Rewards and Praise

I’m often asked if it’s a good idea to introduce rewards as an additional incentive to get children to behave well. On the face of it, it does sound like a good idea – we’re all naturally goal-seeking individuals and surely if you’re going to have to push yourself in order to achieve something, then offering a carrot may well make all the difference.

We’ve got into the habit of giving children money in exchange for good exam results at school, gold stars for brushing their teeth, ice-cream for being quiet in the back of the car and sweets or toys for simply being “good”. Rewarding and praising children – rather than punishing and disciplining – has grown in popularity to such a degree that few of us stop to question whether it’s actually a good idea.  It simply ‘feels’ like good parenting, doesn’t it?

However, studies are now showing that when children expect or anticipate rewards, they can actually end up performing more poorly. They end up doing things simply to impress and they become very reliant on ‘outside opinion’ rather than developing a good sense of who and what they are.

A recent study was carried out by an American fast-food outlet – they offered prizes to children for every book they read.  Initially, reading rates soared and it looked as if the project had been a great success.  On closer inspection, however, it was discovered that the children were selecting shorter books and that their comprehension test-scores had plummeted.  They were reading for junk food, rather than the intrinsic enjoyment of reading books. Of course, there has to be something positive to be gained out of any kind of task, otherwise there would be no point in doing it. But keeping your end goal in sight – eg. reading the book to find out what happens in the story – and making this the ‘reward’  will increase your child’s chances of getting there.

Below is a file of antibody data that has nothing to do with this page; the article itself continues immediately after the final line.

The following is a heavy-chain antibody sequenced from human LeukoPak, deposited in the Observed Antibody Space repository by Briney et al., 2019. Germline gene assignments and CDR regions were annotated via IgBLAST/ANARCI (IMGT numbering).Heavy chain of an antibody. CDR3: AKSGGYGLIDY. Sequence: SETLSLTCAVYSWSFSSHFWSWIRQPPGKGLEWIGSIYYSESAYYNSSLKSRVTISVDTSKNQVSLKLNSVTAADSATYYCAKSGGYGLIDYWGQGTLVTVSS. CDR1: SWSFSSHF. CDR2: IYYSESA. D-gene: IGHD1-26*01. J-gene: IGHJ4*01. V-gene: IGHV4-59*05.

And perhaps one of the most unpalatable aspects of rewarding children’s compliance is that it reduces the relationship to “controller’ and “controlled”.  Praise is a reminder that the praiser has power over them and the ability to manipulate.  It diminishes a child’s sense of autonomy and keeps them small.

At the end of the day, all children love pleasing their parents and raising them be self-motivated and intrinsically happy, rather than reward-addicts and people-pleasers, is not only better for them – but also makes parenting a whole lot easier!